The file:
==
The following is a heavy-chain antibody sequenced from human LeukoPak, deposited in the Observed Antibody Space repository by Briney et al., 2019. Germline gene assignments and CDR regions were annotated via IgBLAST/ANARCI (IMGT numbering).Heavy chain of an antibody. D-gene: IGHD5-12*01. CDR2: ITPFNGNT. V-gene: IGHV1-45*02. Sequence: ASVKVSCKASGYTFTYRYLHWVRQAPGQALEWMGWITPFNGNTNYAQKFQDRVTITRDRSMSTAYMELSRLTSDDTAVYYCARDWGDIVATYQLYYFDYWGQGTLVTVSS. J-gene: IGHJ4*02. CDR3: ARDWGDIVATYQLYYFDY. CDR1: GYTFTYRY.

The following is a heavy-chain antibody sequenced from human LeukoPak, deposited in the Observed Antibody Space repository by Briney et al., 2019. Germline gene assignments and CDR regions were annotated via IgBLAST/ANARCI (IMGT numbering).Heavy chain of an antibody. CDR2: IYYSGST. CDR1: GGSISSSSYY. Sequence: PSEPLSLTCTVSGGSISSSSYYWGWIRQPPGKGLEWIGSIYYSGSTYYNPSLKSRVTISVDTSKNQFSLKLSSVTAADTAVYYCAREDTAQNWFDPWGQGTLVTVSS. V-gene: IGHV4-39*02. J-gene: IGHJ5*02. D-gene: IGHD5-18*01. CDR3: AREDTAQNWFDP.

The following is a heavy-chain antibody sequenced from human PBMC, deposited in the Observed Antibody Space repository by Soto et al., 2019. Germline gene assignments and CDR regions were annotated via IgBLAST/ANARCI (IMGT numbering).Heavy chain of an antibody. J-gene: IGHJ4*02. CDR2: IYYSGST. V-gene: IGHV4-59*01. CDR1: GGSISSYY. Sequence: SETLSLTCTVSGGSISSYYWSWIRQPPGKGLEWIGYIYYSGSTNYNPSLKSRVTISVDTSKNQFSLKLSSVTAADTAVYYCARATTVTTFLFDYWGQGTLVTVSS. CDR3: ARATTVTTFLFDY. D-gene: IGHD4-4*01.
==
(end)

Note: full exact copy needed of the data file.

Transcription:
The following is a heavy-chain antibody sequenced from human LeukoPak, deposited in the Observed Antibody Space repository by Briney et al., 2019. Germline gene assignments and CDR regions were annotated via IgBLAST/ANARCI (IMGT numbering).Heavy chain of an antibody. D-gene: IGHD5-12*01. CDR2: ITPFNGNT. V-gene: IGHV1-45*02. Sequence: ASVKVSCKASGYTFTYRYLHWVRQAPGQALEWMGWITPFNGNTNYAQKFQDRVTITRDRSMSTAYMELSRLTSDDTAVYYCARDWGDIVATYQLYYFDYWGQGTLVTVSS. J-gene: IGHJ4*02. CDR3: ARDWGDIVATYQLYYFDY. CDR1: GYTFTYRY.

The following is a heavy-chain antibody sequenced from human LeukoPak, deposited in the Observed Antibody Space repository by Briney et al., 2019. Germline gene assignments and CDR regions were annotated via IgBLAST/ANARCI (IMGT numbering).Heavy chain of an antibody. CDR2: IYYSGST. CDR1: GGSISSSSYY. Sequence: PSEPLSLTCTVSGGSISSSSYYWGWIRQPPGKGLEWIGSIYYSGSTYYNPSLKSRVTISVDTSKNQFSLKLSSVTAADTAVYYCAREDTAQNWFDPWGQGTLVTVSS. V-gene: IGHV4-39*02. J-gene: IGHJ5*02. D-gene: IGHD5-18*01. CDR3: AREDTAQNWFDP.

The following is a heavy-chain antibody sequenced from human PBMC, deposited in the Observed Antibody Space repository by Soto et al., 2019. Germline gene assignments and CDR regions were annotated via IgBLAST/ANARCI (IMGT numbering).Heavy chain of an antibody. J-gene: IGHJ4*02. CDR2: IYYSGST. V-gene: IGHV4-59*01. CDR1: GGSISSYY. Sequence: SETLSLTCTVSGGSISSYYWSWIRQPPGKGLEWIGYIYYSGSTNYNPSLKSRVTISVDTSKNQFSLKLSSVTAADTAVYYCARATTVTTFLFDYWGQGTLVTVSS. CDR3: ARATTVTTFLFDY. D-gene: IGHD4-4*01.